Writing is frequently a difficult exercise. It has no set rules. However, writing research papers is easier than non-scientific writing because of its structured format and the availability of a large pool of information and advice not only for new authors but also for experienced ones. Several books are available on various steps for writing a good paper. Edward Huth, who has been an editor of Annals of Internal Medicine has provided some key points that should be kept in mind before starting actual writing. The first and foremost element is to decide on the most crucial message of your paper. Is the key finding of your research important enough for publication in a learned journal? What are the other important points or key message(s) that you are trying to convey? Are they important enough to warrant a research paper or will a simple letter to editor or a short communication suffice? Often, a question which was unanswered when the research work is begun, may have been answered, either completely or partially, by someone else during the years that it took for the work to be completed. In such a case, is there still sufficient new information in your work to merit writing a paper? If so, what kind of paper is justified - full paper, short paper, case report, etc.

If there is enough justification for writing a paper, the next issue that needs to be ascertained is the 'newness' or 'originality' of the information being reported. Are you the first to report these findings? Or is it the first report from your region or country? A thorough literature search is a must. For most biomedical research papers, a good MedLine search is adequate. Though research problems are usually chosen after a thorough literature search, other publications addressing the same or similar questions may have already appeared. Some times, even if a paper has already been published on a topic, you may still be able to publish another one, if the methodology adopted is more sound, the sample size larger, or the study design more robust, rigorous or superior. Also, it is possible that your findings were discovered by chance or as a byproduct of a main study, and hence no literature search was done beforehand. Literature search helps in many other ways too. It reinforces your confidence that the work being reported is new. It also gives one a comprehensive global picture of the work being done in that area. Many times, a fresh literature search may save one the embarrassment of having the referee point out that similar findings have just been reported and have 'inadvertently' not been included in your paper. One of the major flaws of Indian papers is the absence of thorough grasp of current literature, as reflected by failure to cite recent papers; international journal turn down such papers merely on the grounds that the authors are ill-informed about the area of their own research. Finally, a new paper that turns up on literature search may well answer a critical missing link in your hypothesis.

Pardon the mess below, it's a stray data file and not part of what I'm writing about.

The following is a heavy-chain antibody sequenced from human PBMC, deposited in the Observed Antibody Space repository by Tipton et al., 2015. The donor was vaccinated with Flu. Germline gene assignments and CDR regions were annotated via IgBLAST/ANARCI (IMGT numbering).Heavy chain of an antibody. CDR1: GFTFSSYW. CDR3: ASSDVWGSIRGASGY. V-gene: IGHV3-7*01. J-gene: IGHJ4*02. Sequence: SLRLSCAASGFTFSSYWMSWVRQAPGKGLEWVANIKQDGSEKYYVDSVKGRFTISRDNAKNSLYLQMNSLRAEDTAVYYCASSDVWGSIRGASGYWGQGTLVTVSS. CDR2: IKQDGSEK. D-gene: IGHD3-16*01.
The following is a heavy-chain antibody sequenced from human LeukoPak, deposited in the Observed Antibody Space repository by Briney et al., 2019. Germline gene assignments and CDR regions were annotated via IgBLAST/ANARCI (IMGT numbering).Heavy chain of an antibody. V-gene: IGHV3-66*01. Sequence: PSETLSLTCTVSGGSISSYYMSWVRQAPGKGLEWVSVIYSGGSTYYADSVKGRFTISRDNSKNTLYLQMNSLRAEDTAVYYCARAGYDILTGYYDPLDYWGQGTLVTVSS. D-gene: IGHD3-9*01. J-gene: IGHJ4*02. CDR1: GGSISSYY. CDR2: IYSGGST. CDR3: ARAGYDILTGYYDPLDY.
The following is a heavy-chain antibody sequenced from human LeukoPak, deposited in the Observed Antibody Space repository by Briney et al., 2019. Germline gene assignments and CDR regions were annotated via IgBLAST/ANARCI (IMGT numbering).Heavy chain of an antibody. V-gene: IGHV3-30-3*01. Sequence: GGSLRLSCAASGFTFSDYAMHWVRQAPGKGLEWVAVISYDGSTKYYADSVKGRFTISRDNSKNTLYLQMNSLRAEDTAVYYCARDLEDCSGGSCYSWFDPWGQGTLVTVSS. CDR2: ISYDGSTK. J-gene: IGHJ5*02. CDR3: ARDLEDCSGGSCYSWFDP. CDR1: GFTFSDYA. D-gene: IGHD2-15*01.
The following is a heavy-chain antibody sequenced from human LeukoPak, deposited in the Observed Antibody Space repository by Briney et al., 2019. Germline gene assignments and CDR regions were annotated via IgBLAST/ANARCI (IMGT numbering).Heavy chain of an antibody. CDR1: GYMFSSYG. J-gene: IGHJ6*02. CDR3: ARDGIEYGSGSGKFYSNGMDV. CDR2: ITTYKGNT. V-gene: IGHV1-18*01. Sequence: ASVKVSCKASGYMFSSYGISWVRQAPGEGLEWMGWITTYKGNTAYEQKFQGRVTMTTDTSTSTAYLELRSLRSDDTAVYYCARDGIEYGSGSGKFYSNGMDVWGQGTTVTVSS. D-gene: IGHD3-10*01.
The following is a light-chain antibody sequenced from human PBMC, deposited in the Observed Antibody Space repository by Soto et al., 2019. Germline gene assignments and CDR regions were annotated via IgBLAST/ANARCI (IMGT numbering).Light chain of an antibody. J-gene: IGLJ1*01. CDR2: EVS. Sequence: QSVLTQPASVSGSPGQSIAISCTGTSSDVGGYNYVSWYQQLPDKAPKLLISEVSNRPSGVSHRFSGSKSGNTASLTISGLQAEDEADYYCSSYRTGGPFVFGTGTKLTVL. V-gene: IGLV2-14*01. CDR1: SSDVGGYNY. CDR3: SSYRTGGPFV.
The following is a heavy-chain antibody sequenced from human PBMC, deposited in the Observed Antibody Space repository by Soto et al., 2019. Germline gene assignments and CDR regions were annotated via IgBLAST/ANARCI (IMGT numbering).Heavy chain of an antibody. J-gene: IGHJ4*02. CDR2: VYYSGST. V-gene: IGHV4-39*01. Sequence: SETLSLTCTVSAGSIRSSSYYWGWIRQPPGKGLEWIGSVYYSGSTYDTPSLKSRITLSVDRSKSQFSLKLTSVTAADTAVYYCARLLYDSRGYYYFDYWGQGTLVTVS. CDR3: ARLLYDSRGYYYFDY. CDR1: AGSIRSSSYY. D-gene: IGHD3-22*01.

Once the issue of newness or originality is established, further questions arise on the importance of the work being reported. Sometimes, even if the referees recommend a paper, the editor may decide to reject it, using what is called the 'so what' principle. When confronted with a surfeit of good papers - a frequent occurrence with the rejection rate of good journals averaging 65% to 75% - editors use a simple question to arrive at the decision. What happens if this paper is not published?. Will my journal and readers lose any critical information? You have to therefore demonstrate that there is adequate interest among scientists in the topic on which you are working and that your paper will stimulate further work in the area.

Having established that there is enough new information that warrants publication, the next issue to be resolved by the author(s) relates to the readership to whom the paper is being addressed and the journal to which it is likely to be sent. Is it meant for a small group of superspecialists (say, pediatric gastroenterologists), a larger group of specialists (gastroenterologists or pediatricians) or would it interest all practising physicians? This would decide the journal to which this paper will be sent. It is important to understand that most international journals do not serve the entire international medical fraternity, but serve their own community i.e. their readership. This issue has been discussed in greater details elsewhere in this book.